Unlike escape rooms, Escape from Iron Gate was a competitive (not collaborative) game.
The puzzles were drawn from a massive stack of cards and included a mix of spatial puzzles, logic puzzles, riddles, ciphers, and reasoning challenges. They were all contained on individual cards, so they were static.
Core gameplay revolved around rolling dice, playing charades, playing Pictionary, accomplishing mini dexterity challenges, searching, solving puzzles, negotiating, and planning ahead.
➕ The artwork looked great. We liked the matte aesthetic and the color scheme. Everything felt polished.
➕ Escape from Iron Gate was easy to learn. The engaging rules video presented the game clearly. The rulebook included a full-page diagram of the sequence for a turn, which we found to be especially helpful while we got the hang of the gameplay.
➕ The structure of actions, puzzles, and trading kept everyone continually engaged, even on other players’ turns.
➕ Escape from Iron Gate was reasonably well balanced. For a puzzle game, it included quite a bit of chance, but that kept it interesting. Even with the chance, it felt fair.
➖ Some of the puzzles quickly became tasks (especially the ciphers). We could only have the aha moment the first time we encountered some of these puzzle types.
➕ Gameplay was funny. The whole concept was ridiculous. Escape from Iron Gate didn’t take itself too seriously… which encouraged us to laugh along with it.
❓/➕ Acting and drawing really didn’t fit the prison escape theme all that well. We debated whether the actions in the game were thematically relevant, but in the end it didn’t really matter to us because they were entertaining.
➕ The red filter hint/answer system was simple and effective. Additionally, hints mattered less in this game than most tabletop escape games because failure to solve a puzzle didn’t break the game.
➕ We appreciated how Escape from Iron Gate drew from escape room mythology, but stood alone as its own game. It was set in The Escape Game’s Prison Break. We enjoyed the nods to that game. In no way, however, did it feel like playing a rehash of that escape room (or any other tabletop game).
Tips For Players
Space Requirements: a small table
Required Gear: each player needs scratch paper and a pen
The Escape Game encourages players to make their own house rules. We embraced this whole heartedly. REA house rules included telling a story of how you used your items to pass each gate.
This would work well as a family game or a drinking game. We can see lots of great opportunities for adding drinking game rules.
Buy your copy of The Escape Game’s Escape from Iron Gate, and tell them that the Room Escape Artist sent you.
Playground was a joyful escape room. The Escape Game captured the elementary school vibe with a bright and ever-so-slightly cartoonish take that made this relatable space entirely delightful to revisit (and one of the rare games to justify fluorescent tube lighting).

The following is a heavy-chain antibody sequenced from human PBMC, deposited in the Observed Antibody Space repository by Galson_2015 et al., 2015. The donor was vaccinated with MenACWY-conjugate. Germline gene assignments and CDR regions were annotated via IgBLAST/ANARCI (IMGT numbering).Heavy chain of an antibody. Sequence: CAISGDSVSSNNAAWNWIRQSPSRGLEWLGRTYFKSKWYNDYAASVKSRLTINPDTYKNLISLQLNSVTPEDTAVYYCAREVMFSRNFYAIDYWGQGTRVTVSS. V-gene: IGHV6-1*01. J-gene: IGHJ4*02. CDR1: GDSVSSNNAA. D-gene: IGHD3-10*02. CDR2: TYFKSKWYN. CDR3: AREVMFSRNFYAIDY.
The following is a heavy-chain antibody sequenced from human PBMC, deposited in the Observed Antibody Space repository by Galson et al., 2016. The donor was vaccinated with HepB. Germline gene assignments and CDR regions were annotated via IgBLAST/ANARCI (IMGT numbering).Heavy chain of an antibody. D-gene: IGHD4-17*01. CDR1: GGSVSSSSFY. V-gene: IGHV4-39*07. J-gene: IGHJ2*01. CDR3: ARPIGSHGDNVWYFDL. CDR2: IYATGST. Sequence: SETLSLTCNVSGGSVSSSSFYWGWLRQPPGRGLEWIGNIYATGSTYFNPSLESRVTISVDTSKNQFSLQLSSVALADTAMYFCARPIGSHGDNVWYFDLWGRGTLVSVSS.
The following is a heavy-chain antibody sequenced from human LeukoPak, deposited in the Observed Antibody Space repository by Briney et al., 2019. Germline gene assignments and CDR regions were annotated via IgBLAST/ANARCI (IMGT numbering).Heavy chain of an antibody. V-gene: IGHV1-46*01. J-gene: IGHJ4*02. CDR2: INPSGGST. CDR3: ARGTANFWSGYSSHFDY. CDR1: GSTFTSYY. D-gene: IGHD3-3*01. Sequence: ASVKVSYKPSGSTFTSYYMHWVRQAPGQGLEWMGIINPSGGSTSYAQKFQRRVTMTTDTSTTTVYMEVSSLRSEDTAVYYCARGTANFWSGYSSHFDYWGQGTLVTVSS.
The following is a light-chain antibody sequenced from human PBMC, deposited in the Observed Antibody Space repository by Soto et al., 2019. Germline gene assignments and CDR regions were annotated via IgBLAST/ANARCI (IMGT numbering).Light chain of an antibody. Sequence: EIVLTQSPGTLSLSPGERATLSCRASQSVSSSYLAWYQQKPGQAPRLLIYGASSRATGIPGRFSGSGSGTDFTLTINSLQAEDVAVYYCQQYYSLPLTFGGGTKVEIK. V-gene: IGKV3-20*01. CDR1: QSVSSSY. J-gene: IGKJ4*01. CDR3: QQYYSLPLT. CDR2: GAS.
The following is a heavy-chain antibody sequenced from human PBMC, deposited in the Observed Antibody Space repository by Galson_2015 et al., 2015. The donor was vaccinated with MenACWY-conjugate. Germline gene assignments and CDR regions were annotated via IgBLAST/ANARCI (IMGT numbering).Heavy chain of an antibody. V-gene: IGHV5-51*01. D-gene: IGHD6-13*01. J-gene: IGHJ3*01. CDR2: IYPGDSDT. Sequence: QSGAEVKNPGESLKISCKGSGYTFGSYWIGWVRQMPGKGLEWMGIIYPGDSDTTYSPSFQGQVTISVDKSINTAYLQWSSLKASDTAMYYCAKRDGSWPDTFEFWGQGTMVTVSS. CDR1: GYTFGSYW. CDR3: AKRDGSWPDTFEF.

While the puzzling was at times chaotic, we could track our collective progress with a giant glowing report card, and the teamwork-centric gameplay kept us all engaged.
If you’re anywhere near Nashville or one of the other The Escape Game locations, Playground is absolutely worth visiting.
Who is this for?
Kids & kids at heart
Any experience level
Players who don’t need to be a part of every puzzle
From a puzzling standpoint, there was something for everyone
It was joyful
It was the last day of 4th grade and the start of the annual Summer Kickoff Kickball Tournament. We were set to play against our rivals, the 5th graders. If we couldn’t complete all of our assignments before the start of the game, however, we would be forced to forfeit… and that was an unacceptable option.
Playground let us loose in an elementary school classroom and adjacent playground. Both segments struck a fantastic balance of realism and bright fantastic fiction. It looked almost realistic, but better, in a Hollywood sort of way.
It was a joyous environment. We all took a turn wandering away from the gameplay to simply enjoy the wonderful gamespace with childlike glee.
The Escape Game’s Playground was a standard escape room with a lower level of difficulty and a lot of content.
Core gameplay revolved around observing, dexterity, and puzzling.
+ From the moment we entered the gamespace, we felt like excited children on the last day of school. When the gamespace opened up to a playground, we were positively giddy as we explored the set.
+ The set felt overly bright, but authentically so: elementary school meets Disney.
+ This was one of the rare games where fluorescent lighting felt appropriate.
+ If we didn’t know our teammates, introductions were built in, and stayed right up on the wall… as they would all year in the classroom.
+ The storyline was both ridiculous and relatable. This escape room didn’t take itself seriously, in a good way.
+ The introductory video was hilarious.
+ We could track our progression through Playground with our report card. This gave us a pretty good sense of how much longer we’d be in class before we escaped to summer break.